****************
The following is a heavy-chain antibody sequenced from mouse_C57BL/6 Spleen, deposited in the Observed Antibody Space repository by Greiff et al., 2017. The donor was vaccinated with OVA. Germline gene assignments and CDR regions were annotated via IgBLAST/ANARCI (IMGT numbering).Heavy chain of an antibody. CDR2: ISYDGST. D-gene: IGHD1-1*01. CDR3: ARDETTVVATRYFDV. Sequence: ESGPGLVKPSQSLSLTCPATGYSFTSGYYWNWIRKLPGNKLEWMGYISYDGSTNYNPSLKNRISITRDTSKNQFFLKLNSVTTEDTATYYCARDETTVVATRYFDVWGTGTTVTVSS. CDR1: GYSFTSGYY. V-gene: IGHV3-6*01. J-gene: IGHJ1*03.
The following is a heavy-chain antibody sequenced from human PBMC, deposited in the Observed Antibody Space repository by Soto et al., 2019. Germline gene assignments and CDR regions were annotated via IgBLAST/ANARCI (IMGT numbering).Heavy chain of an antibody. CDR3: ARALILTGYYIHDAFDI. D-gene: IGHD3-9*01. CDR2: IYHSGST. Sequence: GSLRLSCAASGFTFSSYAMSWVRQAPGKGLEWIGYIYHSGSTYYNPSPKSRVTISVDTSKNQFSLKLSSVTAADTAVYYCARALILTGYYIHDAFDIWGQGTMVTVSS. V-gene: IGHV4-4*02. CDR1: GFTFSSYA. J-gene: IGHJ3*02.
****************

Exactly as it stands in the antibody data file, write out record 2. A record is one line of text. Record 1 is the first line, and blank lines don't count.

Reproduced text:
The following is a heavy-chain antibody sequenced from human PBMC, deposited in the Observed Antibody Space repository by Soto et al., 2019. Germline gene assignments and CDR regions were annotated via IgBLAST/ANARCI (IMGT numbering).Heavy chain of an antibody. CDR3: ARALILTGYYIHDAFDI. D-gene: IGHD3-9*01. CDR2: IYHSGST. Sequence: GSLRLSCAASGFTFSSYAMSWVRQAPGKGLEWIGYIYHSGSTYYNPSPKSRVTISVDTSKNQFSLKLSSVTAADTAVYYCARALILTGYYIHDAFDIWGQGTMVTVSS. V-gene: IGHV4-4*02. CDR1: GFTFSSYA. J-gene: IGHJ3*02.